Imagine this: as an educator, you are awarded a $100,000 grant which allows you to take time out of the classroom to research and implement a transformational idea. You can use the funds to travel to innovative schools, to attend conferences to further your learning, to hire consultants to work with your school, or any other activity that might help you in your venture. With the help of your administration and a steering committee, you work to transform your school into a place that best serves the needs of students.
Sound like a dream? It is, but it’s available to Vermont educators through the graciousness of the Rowland Foundation, which seeks to usher forth the work of innovative educators, and in turn to truly transform Vermont schools.
Recognizing that this is the exception, Rowland fellows are able to experience all of Couros’ elements to look for in today’s classrooms. A few to note:
Time for reflection:
This is the ultimate gift of the Rowland Foundation. Time to reflect on why education is the way it is, how change happens, and the true meaning of innovation is something most educators only have time for if they disregard the more pressing issue of planning classroom lessons. During the sabbatical, fellows meet five times per year and engage in reflective protocols; they blog about their experiences, successes, and insights, and they have deep discussions with others who are engaged in similar work. Wouldn’t it be incredible if we somehow built into our systems the opportunity for every teacher to take a sabbatical every few years? How might that change our schools?
The Rowland foundation literally trusts teachers every year to make choices about what to do with $100,000 no questions asked. This can be overwhelming at first. There is a sense of guilt that comes with many years of explaining where each penny of your budget is headed. But, once a Rowland fellow can let go of that guilt, the level of creativity and innovation that is possible increases exponentially. One experience leads to another; questions begin to unfold; learning about one new idea leads to a desire to know about ten more new ideas. This is another level of overwhelming that requires working through but at each turn the learning ascends drastically. While there are moments of paralyzed wonder, the ability to respond to a curiosity and have the freedom to do it in whatever way you choose is extremely liberating and leads to deep learning, creativity and ultimately innovation.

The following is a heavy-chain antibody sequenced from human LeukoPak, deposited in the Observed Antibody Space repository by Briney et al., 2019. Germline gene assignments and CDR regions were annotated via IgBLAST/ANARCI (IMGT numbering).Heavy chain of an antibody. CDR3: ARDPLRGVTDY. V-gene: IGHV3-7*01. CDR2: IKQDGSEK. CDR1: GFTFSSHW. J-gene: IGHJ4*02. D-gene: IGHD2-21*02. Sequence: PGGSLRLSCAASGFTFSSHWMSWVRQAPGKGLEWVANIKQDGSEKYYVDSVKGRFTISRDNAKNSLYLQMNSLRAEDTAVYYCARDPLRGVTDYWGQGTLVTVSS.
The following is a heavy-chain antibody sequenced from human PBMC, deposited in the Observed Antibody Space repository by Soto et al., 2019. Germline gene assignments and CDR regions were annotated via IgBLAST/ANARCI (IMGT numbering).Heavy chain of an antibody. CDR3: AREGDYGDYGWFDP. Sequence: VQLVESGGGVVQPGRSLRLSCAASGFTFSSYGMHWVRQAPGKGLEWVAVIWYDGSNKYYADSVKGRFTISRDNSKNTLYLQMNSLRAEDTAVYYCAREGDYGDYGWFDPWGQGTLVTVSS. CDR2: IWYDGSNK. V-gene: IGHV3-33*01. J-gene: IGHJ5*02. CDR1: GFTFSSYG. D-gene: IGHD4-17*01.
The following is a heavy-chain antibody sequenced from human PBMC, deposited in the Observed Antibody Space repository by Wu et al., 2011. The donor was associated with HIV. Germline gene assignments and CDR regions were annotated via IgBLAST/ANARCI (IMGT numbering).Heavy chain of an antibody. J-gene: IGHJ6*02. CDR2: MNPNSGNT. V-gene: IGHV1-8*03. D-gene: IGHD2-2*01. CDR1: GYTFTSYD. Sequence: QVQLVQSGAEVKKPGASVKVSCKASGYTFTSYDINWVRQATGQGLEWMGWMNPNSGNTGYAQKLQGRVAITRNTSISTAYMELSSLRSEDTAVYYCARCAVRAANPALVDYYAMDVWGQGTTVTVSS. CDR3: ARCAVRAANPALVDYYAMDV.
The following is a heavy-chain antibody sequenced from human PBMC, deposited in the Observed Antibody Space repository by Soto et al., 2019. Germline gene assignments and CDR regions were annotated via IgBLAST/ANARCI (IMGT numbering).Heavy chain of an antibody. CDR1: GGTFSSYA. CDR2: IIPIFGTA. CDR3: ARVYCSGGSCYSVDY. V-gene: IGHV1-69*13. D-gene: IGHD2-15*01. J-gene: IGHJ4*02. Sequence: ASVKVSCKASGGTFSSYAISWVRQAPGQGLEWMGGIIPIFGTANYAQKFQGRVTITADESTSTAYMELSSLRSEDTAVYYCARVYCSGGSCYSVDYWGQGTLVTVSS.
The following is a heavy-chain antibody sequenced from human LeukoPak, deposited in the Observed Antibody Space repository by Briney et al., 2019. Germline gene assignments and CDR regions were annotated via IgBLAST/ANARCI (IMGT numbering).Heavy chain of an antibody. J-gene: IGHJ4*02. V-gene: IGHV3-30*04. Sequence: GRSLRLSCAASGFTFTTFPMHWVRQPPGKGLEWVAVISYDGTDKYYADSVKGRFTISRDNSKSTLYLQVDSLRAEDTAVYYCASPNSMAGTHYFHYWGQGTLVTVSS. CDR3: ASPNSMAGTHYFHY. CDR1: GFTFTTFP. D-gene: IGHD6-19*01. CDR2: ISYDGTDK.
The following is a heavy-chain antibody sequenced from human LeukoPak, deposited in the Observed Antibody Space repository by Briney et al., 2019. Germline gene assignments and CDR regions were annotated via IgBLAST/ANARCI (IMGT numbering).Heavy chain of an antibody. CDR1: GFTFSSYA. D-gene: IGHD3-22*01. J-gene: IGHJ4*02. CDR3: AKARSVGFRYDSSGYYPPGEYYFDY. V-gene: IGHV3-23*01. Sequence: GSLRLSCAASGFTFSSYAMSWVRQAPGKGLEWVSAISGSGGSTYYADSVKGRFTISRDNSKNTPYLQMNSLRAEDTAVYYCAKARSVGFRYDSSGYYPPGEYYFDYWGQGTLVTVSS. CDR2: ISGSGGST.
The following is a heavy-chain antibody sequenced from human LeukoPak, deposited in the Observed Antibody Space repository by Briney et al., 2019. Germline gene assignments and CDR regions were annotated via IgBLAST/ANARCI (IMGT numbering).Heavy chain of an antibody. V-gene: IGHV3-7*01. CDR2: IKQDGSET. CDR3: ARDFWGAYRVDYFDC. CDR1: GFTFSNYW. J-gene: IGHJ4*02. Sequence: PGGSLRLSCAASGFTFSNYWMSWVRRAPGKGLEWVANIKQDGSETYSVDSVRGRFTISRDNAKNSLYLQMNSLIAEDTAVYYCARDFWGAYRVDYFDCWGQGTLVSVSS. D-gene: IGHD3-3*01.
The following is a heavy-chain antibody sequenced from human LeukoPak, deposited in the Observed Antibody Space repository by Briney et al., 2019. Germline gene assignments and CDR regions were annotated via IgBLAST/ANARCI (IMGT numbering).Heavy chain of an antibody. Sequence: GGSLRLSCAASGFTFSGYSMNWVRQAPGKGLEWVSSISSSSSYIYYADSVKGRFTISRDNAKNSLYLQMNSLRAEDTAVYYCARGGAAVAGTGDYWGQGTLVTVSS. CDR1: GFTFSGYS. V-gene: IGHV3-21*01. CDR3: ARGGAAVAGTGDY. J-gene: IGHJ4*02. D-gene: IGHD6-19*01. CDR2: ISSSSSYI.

Problem finders/ solvers:
The Rowland fellowship stresses that we are engaging in an inquiry process. Unlike most learning experiences, there really is no expectation for a final or finished product. There is no paper, no formal presentation or defense. The fact that there is no expected outcome is again, liberating. It allows for experimentation, revision, or major pivots if that makes sense. In general, learning experiences have an expected outcome. But with inquiry, learning changes our thinking along the way and what made sense at the start doesn’t always make sense in the end. Learning experiences where the process is more important than the product allow for real problem solving to occur.
Opportunities for Innovation:
Because of the focus on inquiry, Rowland fellows are free to experiment. This is key to innovation, as sometimes those experiments fail. However, fellows are able to incorporate these lessons and move forward with a better plan. They are free to imagine possibilities and make progress with other stakeholders in their schools. They function as models of innovative thinking and often inspire their colleagues to follow suit.
Trust is paramount in order for any of these eight elements to work
–whether it be in a classroom with students or with professional development. Innovation happens by embracing the fact that failures happen but can ultimately be overcome with solid relationship foundations. Vermont owes thanks to the Rowland Foundation for supporting innovative teachers with the ambition and drive to transform its schools.
Frith, Caleb. Think. Digital image. Unsplash. N.p., n.d. Web. 26 Mar. 2017.
Street, Jamie. “Sparklers after Sunset, by Jamie Street | Unsplash.” Back to Unsplash. N.p., n.d. Web. 26 Mar. 2017.
Tietsworth, Justin. “Lead The Way, by Justin Tietsworth | Unsplash.” Back to Unsplash. N.p., n.d. Web. 26 Mar. 2017.